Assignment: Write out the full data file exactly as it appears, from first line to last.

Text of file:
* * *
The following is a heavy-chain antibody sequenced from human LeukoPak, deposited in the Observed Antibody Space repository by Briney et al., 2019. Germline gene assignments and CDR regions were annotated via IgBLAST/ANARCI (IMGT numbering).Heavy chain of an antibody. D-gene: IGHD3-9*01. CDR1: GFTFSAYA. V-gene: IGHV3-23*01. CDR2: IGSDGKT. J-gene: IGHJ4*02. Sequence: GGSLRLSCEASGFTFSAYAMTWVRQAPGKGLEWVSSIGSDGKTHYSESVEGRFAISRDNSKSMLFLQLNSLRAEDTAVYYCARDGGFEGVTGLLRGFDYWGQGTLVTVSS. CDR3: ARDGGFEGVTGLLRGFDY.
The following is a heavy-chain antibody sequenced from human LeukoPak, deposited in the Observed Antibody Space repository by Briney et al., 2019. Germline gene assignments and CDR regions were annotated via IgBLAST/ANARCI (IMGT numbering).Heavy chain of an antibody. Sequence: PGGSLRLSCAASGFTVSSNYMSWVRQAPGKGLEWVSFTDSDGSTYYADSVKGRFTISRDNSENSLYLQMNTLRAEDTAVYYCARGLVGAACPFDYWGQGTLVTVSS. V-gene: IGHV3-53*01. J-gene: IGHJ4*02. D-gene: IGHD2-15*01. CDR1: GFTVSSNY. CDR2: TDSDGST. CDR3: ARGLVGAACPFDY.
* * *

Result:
The following is a heavy-chain antibody sequenced from human LeukoPak, deposited in the Observed Antibody Space repository by Briney et al., 2019. Germline gene assignments and CDR regions were annotated via IgBLAST/ANARCI (IMGT numbering).Heavy chain of an antibody. D-gene: IGHD3-9*01. CDR1: GFTFSAYA. V-gene: IGHV3-23*01. CDR2: IGSDGKT. J-gene: IGHJ4*02. Sequence: GGSLRLSCEASGFTFSAYAMTWVRQAPGKGLEWVSSIGSDGKTHYSESVEGRFAISRDNSKSMLFLQLNSLRAEDTAVYYCARDGGFEGVTGLLRGFDYWGQGTLVTVSS. CDR3: ARDGGFEGVTGLLRGFDY.
The following is a heavy-chain antibody sequenced from human LeukoPak, deposited in the Observed Antibody Space repository by Briney et al., 2019. Germline gene assignments and CDR regions were annotated via IgBLAST/ANARCI (IMGT numbering).Heavy chain of an antibody. Sequence: PGGSLRLSCAASGFTVSSNYMSWVRQAPGKGLEWVSFTDSDGSTYYADSVKGRFTISRDNSENSLYLQMNTLRAEDTAVYYCARGLVGAACPFDYWGQGTLVTVSS. V-gene: IGHV3-53*01. J-gene: IGHJ4*02. D-gene: IGHD2-15*01. CDR1: GFTVSSNY. CDR2: TDSDGST. CDR3: ARGLVGAACPFDY.